PLEASE HELP SUPPORT EDUCATION ABOUT ASIA
The EDUCATION ABOUT ASIA FUND, for direct donations to the AAS teaching journal, Education About Asia, is supported through the Wm. Theodore de Bary and Ainslie T. Embree Fund for Education and Outreach. Your donation will help support the AAS in providing essential resources—including feature articles, lesson plans, interviews, and book and film reviews—for teachers, students, and anyone with an interest in Asia. The fund was founded in honor of two former AAS presidents, Wm. Theodore de Bary and Ainslie T. Embree, who were early champions of the integration of Asian Studies into the core curriculum and supporters of Education About Asia.
You may make a SECURE ONLINE DONATION to the this important fund or mail a check made out to AAS, indicating that the gift is for the EAA/de Bary-Embree Fund to AAS, Attn. CFO, 825 Victors Way, Suite 310, Ann Arbor, MI 48108 USA.
Wm. Theodore de Bary (1919–2017), a scholar of East Asia, and Ainslie T. Embree (1921–2017), a scholar of South Asia, began early in their careers to champion efforts to include the study of Asian civilizations as an assumed part of every undergraduate student’s liberal arts education. Understanding that many people provide large numbers of students with education about Asia and that no “Asian specialist” is a specialist on all of Asia, Professors de Bary and Embree devoted much of their careers to helping their colleagues gain understanding and resources to enrich their teaching.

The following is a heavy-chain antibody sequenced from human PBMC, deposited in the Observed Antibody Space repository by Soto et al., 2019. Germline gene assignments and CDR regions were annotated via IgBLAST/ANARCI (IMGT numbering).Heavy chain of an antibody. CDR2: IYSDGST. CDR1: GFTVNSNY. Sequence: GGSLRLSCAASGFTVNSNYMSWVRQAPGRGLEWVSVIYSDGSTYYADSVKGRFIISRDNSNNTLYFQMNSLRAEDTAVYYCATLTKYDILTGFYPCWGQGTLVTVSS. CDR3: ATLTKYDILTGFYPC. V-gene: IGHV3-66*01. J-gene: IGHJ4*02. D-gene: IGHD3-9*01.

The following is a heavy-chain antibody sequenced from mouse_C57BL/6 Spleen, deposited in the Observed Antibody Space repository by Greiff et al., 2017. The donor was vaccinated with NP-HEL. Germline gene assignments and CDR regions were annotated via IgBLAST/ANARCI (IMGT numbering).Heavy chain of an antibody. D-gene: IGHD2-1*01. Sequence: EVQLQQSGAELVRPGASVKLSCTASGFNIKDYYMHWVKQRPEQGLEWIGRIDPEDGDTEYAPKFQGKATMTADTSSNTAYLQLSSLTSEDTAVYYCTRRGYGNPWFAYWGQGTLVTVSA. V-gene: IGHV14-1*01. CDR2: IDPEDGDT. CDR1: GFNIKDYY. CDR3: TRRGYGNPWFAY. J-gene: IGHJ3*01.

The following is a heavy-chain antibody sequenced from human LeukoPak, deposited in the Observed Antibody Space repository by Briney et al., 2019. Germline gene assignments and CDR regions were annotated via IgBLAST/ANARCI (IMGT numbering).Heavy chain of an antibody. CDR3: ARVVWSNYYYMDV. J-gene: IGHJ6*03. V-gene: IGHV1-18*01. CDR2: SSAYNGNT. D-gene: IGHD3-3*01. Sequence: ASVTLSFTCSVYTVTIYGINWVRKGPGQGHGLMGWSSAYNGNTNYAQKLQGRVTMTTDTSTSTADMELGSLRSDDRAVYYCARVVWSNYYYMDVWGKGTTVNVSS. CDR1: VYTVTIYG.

Long before there were Asian Studies specialists or Asian Studies programs at many colleges and universities, Professors de Bary and Embree hosted national conferences that drew together prominent academics in all fields of the Western humanities to consider “Approaches to the Oriental Classics” and “Approaches to Asian Civilizations” that resulted in edited volumes on these topics in 1958 and 1961, respectively.
These pioneering scholars believed that merely including the canon of Asian civilizations in required Western humanities courses shortchanged both Asia and the West, so they created two archetypal courses in Asian humanities and Asian civilizations to parallel two courses on the Western traditions that were required of all Columbia University undergraduates.
Publications to support courses such as these throughout the U.S. to introduce undergraduates to Asian texts in translation quickly followed. Titles of these pedagogical works include Guide to the Oriental Classics and multiple volumes of the Sources of Asian Traditions, most of which are available in first or second editions and are used in classrooms throughout the country. The classic series on Chinese, Indian, and Japanese traditions now include volumes on Sources of Korean Tradition and, most recently, Sources of Vietnamese Tradition (2012), as well as an abridged two-volume set, Sources of East Asian Tradition (2008), edited by Professor de Bary.
Wm. Theodore de Bary (1919–2017) was John Mitchell Mason Professor Emeritus and Provost Emeritus of Columbia University. He was a former chair of the Department of East Asian Languages and Cultures and director of the National Defense Language and Area Center. De Bary helped found numerous organizations and programs at Columbia, including the Heyman Center for the Humanities, the Society of the Humanities, the University Lectures, Trilling Seminars, University Seminars in Neo-Confucian Studies and Asian Thought and Religion, and the Legacy Series for the 250th anniversary of the founding of the university.